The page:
If we had a minimum wage approach, we'd look at the productivity of the workforce as a whole and conclude that we need to raise the min wage since the avg productivity has gone up. However, we'd also be raising the min wages of other industries which haven't seen a bump in productivity. You'd have lobbyists from both the grocery store owners and every other industry trying to oppose such a change.

In a max salary approach we have no need for political intervention do deal with this shift in labor. The grocery stores as a whole would likely be more profitable since they need to pay fewer people, but they couldn't actually pay themselves any more unless they raise wages or hire more skilled workers to bring up their average salary. Since no political action is necessary to raise wages, grocery stores couldn't lobby against a wage increase. Furthermore, no other industry would be incentivised to join them in lobbying since their wages aren't affected by this.

Essentially it boils down to minimum wage laws being very slow to adopt to new innovations and requiring political will to actually upkeep and max wage laws being industry specific, more adaptable, while requiring less political input to maintain status quo.

2 months, 3 weeks ago
TheExistentialist
replied to...

I'll break this up into 2 parts.

First here is a more in depth look at the max wage system I'd be in favor of and then second I'll address the main differences between min and max wages and why I think max is superior.

The concept I advocated for is known as a "Relative Earnings Limit".

There are two main ways of implementing this kind of wage limit. One is to use a specific multiple of the lowest paid employee; the second is to use the average of employee wages and use that as a multiple. Generally speaking the former does better at limiting income inequality and the latter does better at encouraging larger numbers of hires as the more employees you have the more likely it is that the average salary is higher (you don't need as many janitors as you need people on the production line).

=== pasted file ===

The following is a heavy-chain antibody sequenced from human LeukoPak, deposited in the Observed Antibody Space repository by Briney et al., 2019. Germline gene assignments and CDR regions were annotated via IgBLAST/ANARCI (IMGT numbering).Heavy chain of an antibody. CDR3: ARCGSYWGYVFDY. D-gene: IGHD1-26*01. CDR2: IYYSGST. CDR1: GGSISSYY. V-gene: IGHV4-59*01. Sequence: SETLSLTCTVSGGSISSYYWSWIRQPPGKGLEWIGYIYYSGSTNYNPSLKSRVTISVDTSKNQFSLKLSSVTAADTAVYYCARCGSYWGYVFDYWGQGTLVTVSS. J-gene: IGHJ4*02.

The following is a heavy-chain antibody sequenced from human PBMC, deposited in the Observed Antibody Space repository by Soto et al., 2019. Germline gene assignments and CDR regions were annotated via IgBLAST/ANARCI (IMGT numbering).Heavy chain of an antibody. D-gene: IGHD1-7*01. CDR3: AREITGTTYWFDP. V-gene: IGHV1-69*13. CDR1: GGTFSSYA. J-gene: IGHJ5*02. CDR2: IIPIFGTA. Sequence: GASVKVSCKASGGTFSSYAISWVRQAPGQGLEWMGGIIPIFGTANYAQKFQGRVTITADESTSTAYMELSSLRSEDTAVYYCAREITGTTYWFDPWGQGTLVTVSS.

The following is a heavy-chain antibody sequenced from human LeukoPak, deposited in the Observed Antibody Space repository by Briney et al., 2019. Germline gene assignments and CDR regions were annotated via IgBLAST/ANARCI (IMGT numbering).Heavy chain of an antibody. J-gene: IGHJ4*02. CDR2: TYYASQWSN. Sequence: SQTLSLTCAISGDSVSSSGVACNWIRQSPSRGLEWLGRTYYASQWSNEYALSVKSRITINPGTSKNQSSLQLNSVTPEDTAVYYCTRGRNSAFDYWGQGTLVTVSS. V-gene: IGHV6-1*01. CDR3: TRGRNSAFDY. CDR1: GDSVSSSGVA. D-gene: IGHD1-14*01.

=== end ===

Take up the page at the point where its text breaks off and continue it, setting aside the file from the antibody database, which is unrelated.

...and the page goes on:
I'm in favor of the "average salary" system since it is a more encompassing system and better for the greater number of people. It also addresses a point of yours:
"some achievements deserve greater reward"
The "average salary" system would do this. Let's illustrate how through company A and company B.
Company A develops a new technology. In order to do this they had to hire engineers, programers, etc....
Company B manufactures textiles. They hire mostly low skilled workers.

Company A will have a higher average salary simply by virtue of having higher skilled employees and thus the founder of company A can rake in a higher salary.
Company B will have to raise wages or hire high skilled workers and innovate and bring up their average salary that way in order for the founder to rake in a higher salary.

I like this system since it rewards innovation and doesn't limit CEO salary to how much they can pay a janitor, dishwasher, etc.... but rather looks at the value the employees provide as a collective. It maintains a incentive to innovate and maintains an incentive to pursue high skill jobs.

2 months, 3 weeks ago

@existentialist

why do you support capping max wages instead of lifting the floor on minimum wages?

i do like your theory of tying the 2 together so there is no absolute cap but a relative cap rising the 2 together. it is novel. however i was previously of the mindset that as long as the minimum is above a debatable standard, it doesnt matter how high the top cap is. some acheivements deserve greater reward, like revolutionary innovations, and as long as noone is being excluded, the reward should be limited only by the scale of the benefit, and the sky is the limit.